New Hanover's county manager can now tap into $350 million for school safety. How will that actually work?
In the wake of a shooting at New Hanover High School, county commissioners approved a resolution, tapping part of $350 million in hospital sale revenue to address the issue of school safety. But the resolution offered no program or financial specifics, leaving it unclear how things will actually work moving forward.
During a joint meeting of commissioners and school board members on September 4, four days after the shooting, county chair Julia Olson-Boseman proposed a resolution.
“So I would like to make a motion, that allows the county manager to access part of, not all of it, whatever amount is necessary from the $350 million we have set aside to address this crisis in our community,” she said.
The motion passed unanimously, but what does it mean? There was no written version of the motion that laid out what the guidelines for spending were — either in terms of what specific areas the funding would go to, or how funding would be approved.
County Manager Chris Coudriet said the basic foundation covers violence both in communities and in schools — and acknowledged, yes, that’s a very broad mandate.
“It is foundationally built around, what can we use these resources to help address community violence and the outcome or the symptom of that also play an out on school campuses," Coudriet said. "And that's a big call, there are a lot of things that can happen in the course of examining that and working with folks to determine what the right path ought to be.”
Asked if that could hypothetically include investments in law enforcement, the school system, and third-party community partners, Coudriet said yes.
And, although Coudriet said it’s very early to say what those investments could be, the county is hosting a meeting this Friday with stakeholders from the school system — teachers, administrators, parents, and others. Coudriet said the meeting won’t be public, but that there will be a report on it to the commissioners.
“So on September 20, there's going to be an update to the board. And that's just two weeks after their vote, to begin to tackle this issue," he said.
So, what happens when solutions are controversial? Things like fencing, cameras, metal detectors, and increased SROs will certainly have both support and opposition — so, how much transparency will there be about who is making the decisions, and who will answer for contentious ones?
“I think that's part of even what the board was expressing when it said, 'Okay, all right, community leaders begin to determine what to do so that not every decision on investment becomes a political decision.' And when I say political, I mean, elected officials weighing in," he said. "Are they going to know they're going to know 110% of everything that we do? Are there times that they're going to have to be the decider? No question, especially as it has the impacts on budgets they have to approve in the future years.”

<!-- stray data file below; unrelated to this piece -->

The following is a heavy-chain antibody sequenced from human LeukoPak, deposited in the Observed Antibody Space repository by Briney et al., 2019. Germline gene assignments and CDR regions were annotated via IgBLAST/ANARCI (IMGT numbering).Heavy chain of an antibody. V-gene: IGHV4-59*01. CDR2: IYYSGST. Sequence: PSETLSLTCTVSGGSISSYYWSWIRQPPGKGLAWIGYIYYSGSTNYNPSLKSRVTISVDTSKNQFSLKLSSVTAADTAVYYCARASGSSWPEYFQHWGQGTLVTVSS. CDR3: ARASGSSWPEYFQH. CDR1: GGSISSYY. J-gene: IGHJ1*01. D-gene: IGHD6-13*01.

As an example, Coudriet noted things like SROs with recurring annual costs would have to be approved by the commissioners — while one-time capital costs, like fencing or metal detectors, could be funded without board approval, although they would be kept in the loop.
Coudriet also said that pilot programs would be funded with an initial investment — if they’re successful they could get future investments from the county, with board approval as part of the budget. In other words, elected officials would eventually be accountable for those programs that continued.
Still, it’s clear that the resolution passed earlier this month gives Coudriet much wider financial discretion than he would otherwise have. According to the county, Coudriet would not be capped at the $90,000 limit for discretionary spending and $500,000 construction limit usually imposed on the county manager. However, Coudriet noted there are still guidelines on spending.
“We are not going to spend money that's inconsistent with state law or county fiscal policy," Coudriet said, noting that construction projects would also follow the usual bid process required by state law.
It’s not clear who will ultimately make some of the tough decisions on how to tackle community and school violence — the school board, the county commissioners, the county manager, or community leaders outside of government. And, to be fair, that’s in part because some of those decisions haven’t been clearly framed yet.
Take the example of metal detectors. While Coudriet said that's something he could approve funding for without board approval, it's not clear it would have to be approved by the New Hanover County District schools administration — essentially, by Superintendent Dr. Charles Foust — or if it would also require school board approval.
In short, there's a lot of money on the table and, right now, not a lot of clarity about how and where it will be spent.
To that end, Coudriet said that the county’s goal is to keep both commissioners and the public informed on what’s being discussed, what’s being spent, and what’s being done.
“There will be a lot of transparency and a lot of accountability, not only because it's the right thing to do, but our organization and expects and demands that and so we're going to offer that all along the way," he said.